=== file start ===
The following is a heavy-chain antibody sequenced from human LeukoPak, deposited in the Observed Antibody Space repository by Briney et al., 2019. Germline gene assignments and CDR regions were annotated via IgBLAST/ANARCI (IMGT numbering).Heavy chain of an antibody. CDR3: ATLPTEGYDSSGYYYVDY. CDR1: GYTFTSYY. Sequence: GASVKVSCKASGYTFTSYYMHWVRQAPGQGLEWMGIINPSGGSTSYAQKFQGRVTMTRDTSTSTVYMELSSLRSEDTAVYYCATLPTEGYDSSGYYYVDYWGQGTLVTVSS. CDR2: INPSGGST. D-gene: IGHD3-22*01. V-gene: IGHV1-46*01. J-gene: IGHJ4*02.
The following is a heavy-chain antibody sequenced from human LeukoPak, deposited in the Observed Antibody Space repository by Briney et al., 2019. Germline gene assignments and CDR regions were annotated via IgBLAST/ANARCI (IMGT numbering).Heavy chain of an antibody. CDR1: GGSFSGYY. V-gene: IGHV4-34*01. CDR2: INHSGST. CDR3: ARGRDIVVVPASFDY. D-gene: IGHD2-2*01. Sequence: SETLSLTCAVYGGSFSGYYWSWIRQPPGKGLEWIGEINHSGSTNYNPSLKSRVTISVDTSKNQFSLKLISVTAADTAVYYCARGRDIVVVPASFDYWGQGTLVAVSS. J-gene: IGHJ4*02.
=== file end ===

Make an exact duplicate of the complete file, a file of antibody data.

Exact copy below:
The following is a heavy-chain antibody sequenced from human LeukoPak, deposited in the Observed Antibody Space repository by Briney et al., 2019. Germline gene assignments and CDR regions were annotated via IgBLAST/ANARCI (IMGT numbering).Heavy chain of an antibody. CDR3: ATLPTEGYDSSGYYYVDY. CDR1: GYTFTSYY. Sequence: GASVKVSCKASGYTFTSYYMHWVRQAPGQGLEWMGIINPSGGSTSYAQKFQGRVTMTRDTSTSTVYMELSSLRSEDTAVYYCATLPTEGYDSSGYYYVDYWGQGTLVTVSS. CDR2: INPSGGST. D-gene: IGHD3-22*01. V-gene: IGHV1-46*01. J-gene: IGHJ4*02.
The following is a heavy-chain antibody sequenced from human LeukoPak, deposited in the Observed Antibody Space repository by Briney et al., 2019. Germline gene assignments and CDR regions were annotated via IgBLAST/ANARCI (IMGT numbering).Heavy chain of an antibody. CDR1: GGSFSGYY. V-gene: IGHV4-34*01. CDR2: INHSGST. CDR3: ARGRDIVVVPASFDY. D-gene: IGHD2-2*01. Sequence: SETLSLTCAVYGGSFSGYYWSWIRQPPGKGLEWIGEINHSGSTNYNPSLKSRVTISVDTSKNQFSLKLISVTAADTAVYYCARGRDIVVVPASFDYWGQGTLVAVSS. J-gene: IGHJ4*02.